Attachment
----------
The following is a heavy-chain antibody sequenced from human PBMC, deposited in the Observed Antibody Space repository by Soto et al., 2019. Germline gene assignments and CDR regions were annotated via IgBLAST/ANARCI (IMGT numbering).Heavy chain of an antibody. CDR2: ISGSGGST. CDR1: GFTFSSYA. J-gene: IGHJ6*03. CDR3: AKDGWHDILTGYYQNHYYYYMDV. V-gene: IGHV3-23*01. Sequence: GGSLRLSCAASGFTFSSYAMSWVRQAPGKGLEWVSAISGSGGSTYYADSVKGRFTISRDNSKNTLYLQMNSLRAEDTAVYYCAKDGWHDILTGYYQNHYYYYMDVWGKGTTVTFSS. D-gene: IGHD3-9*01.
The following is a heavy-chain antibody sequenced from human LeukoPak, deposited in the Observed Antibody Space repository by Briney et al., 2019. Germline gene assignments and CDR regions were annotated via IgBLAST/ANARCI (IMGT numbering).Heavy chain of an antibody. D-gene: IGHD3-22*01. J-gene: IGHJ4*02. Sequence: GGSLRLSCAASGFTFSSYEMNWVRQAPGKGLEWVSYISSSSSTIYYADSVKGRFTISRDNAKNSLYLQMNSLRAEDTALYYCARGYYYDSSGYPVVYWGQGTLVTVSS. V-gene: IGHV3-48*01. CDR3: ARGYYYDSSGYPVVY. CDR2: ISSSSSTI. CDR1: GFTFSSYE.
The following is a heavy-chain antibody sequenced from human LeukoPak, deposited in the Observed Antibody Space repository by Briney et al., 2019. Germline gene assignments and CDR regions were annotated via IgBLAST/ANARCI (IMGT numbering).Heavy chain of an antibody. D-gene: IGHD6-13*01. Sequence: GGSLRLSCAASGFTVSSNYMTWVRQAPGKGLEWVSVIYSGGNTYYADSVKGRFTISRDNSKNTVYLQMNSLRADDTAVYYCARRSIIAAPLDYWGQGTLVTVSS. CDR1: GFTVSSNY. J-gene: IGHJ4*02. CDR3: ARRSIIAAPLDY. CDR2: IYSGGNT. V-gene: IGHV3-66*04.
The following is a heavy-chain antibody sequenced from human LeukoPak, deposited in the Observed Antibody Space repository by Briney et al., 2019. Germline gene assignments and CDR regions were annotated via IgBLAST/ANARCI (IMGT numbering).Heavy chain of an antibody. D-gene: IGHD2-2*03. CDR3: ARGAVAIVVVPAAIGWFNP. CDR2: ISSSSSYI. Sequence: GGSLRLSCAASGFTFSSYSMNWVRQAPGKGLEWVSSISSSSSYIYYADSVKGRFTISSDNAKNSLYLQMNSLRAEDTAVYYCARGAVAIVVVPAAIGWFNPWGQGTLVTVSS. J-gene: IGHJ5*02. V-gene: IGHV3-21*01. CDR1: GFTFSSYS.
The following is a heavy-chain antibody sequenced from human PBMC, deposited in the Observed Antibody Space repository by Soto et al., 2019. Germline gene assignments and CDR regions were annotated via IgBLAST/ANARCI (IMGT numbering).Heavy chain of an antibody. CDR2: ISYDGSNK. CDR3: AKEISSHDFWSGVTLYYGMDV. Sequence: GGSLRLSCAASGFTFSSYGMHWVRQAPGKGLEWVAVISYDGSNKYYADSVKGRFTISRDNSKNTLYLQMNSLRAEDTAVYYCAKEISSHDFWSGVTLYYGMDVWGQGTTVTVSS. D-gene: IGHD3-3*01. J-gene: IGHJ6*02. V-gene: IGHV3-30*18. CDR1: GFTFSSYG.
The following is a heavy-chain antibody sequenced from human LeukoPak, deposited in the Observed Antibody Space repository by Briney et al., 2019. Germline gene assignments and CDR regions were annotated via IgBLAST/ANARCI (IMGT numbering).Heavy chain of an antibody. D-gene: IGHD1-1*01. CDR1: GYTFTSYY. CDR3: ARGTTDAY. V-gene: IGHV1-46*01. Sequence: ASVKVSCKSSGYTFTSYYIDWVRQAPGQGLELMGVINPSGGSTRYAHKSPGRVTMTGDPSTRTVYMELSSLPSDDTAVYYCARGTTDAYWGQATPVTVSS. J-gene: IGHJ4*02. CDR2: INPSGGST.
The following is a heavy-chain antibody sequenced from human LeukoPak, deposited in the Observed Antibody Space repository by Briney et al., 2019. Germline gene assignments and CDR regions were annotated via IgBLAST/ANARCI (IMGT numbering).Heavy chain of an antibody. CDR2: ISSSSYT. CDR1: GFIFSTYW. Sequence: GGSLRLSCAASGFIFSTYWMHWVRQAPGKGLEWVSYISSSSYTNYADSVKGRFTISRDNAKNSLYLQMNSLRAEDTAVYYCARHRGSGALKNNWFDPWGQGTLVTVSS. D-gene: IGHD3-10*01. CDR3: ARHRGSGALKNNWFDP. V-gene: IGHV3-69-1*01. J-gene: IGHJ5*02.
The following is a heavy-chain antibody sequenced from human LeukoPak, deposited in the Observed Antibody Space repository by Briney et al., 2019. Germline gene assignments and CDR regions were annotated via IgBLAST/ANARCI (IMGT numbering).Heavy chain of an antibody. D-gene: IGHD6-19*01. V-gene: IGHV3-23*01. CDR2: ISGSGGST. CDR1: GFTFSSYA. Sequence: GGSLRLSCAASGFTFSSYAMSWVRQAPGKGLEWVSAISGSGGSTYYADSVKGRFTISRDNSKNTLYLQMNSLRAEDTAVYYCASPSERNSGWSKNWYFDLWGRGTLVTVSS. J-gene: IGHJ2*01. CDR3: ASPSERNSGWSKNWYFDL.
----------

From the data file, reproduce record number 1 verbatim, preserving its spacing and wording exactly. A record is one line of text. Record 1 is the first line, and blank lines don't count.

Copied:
The following is a heavy-chain antibody sequenced from human PBMC, deposited in the Observed Antibody Space repository by Soto et al., 2019. Germline gene assignments and CDR regions were annotated via IgBLAST/ANARCI (IMGT numbering).Heavy chain of an antibody. CDR2: ISGSGGST. CDR1: GFTFSSYA. J-gene: IGHJ6*03. CDR3: AKDGWHDILTGYYQNHYYYYMDV. V-gene: IGHV3-23*01. Sequence: GGSLRLSCAASGFTFSSYAMSWVRQAPGKGLEWVSAISGSGGSTYYADSVKGRFTISRDNSKNTLYLQMNSLRAEDTAVYYCAKDGWHDILTGYYQNHYYYYMDVWGKGTTVTFSS. D-gene: IGHD3-9*01.